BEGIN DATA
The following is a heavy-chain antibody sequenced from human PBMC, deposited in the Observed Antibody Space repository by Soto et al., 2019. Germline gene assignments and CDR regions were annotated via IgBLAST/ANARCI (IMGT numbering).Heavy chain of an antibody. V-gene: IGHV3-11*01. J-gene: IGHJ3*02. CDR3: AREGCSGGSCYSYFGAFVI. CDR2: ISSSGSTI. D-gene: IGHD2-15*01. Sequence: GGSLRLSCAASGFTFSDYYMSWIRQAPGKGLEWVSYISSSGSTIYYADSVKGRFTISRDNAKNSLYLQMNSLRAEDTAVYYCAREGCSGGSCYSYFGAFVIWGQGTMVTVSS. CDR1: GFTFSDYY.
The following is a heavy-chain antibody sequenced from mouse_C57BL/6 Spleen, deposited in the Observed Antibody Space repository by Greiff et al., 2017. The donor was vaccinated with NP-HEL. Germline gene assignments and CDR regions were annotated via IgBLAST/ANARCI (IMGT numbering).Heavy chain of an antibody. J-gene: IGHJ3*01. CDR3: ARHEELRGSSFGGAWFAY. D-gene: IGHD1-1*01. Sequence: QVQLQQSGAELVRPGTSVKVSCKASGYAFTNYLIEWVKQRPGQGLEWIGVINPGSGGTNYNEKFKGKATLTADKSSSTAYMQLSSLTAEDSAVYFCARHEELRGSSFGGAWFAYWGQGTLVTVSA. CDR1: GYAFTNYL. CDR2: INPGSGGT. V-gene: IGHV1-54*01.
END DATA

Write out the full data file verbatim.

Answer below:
The following is a heavy-chain antibody sequenced from human PBMC, deposited in the Observed Antibody Space repository by Soto et al., 2019. Germline gene assignments and CDR regions were annotated via IgBLAST/ANARCI (IMGT numbering).Heavy chain of an antibody. V-gene: IGHV3-11*01. J-gene: IGHJ3*02. CDR3: AREGCSGGSCYSYFGAFVI. CDR2: ISSSGSTI. D-gene: IGHD2-15*01. Sequence: GGSLRLSCAASGFTFSDYYMSWIRQAPGKGLEWVSYISSSGSTIYYADSVKGRFTISRDNAKNSLYLQMNSLRAEDTAVYYCAREGCSGGSCYSYFGAFVIWGQGTMVTVSS. CDR1: GFTFSDYY.
The following is a heavy-chain antibody sequenced from mouse_C57BL/6 Spleen, deposited in the Observed Antibody Space repository by Greiff et al., 2017. The donor was vaccinated with NP-HEL. Germline gene assignments and CDR regions were annotated via IgBLAST/ANARCI (IMGT numbering).Heavy chain of an antibody. J-gene: IGHJ3*01. CDR3: ARHEELRGSSFGGAWFAY. D-gene: IGHD1-1*01. Sequence: QVQLQQSGAELVRPGTSVKVSCKASGYAFTNYLIEWVKQRPGQGLEWIGVINPGSGGTNYNEKFKGKATLTADKSSSTAYMQLSSLTAEDSAVYFCARHEELRGSSFGGAWFAYWGQGTLVTVSA. CDR1: GYAFTNYL. CDR2: INPGSGGT. V-gene: IGHV1-54*01.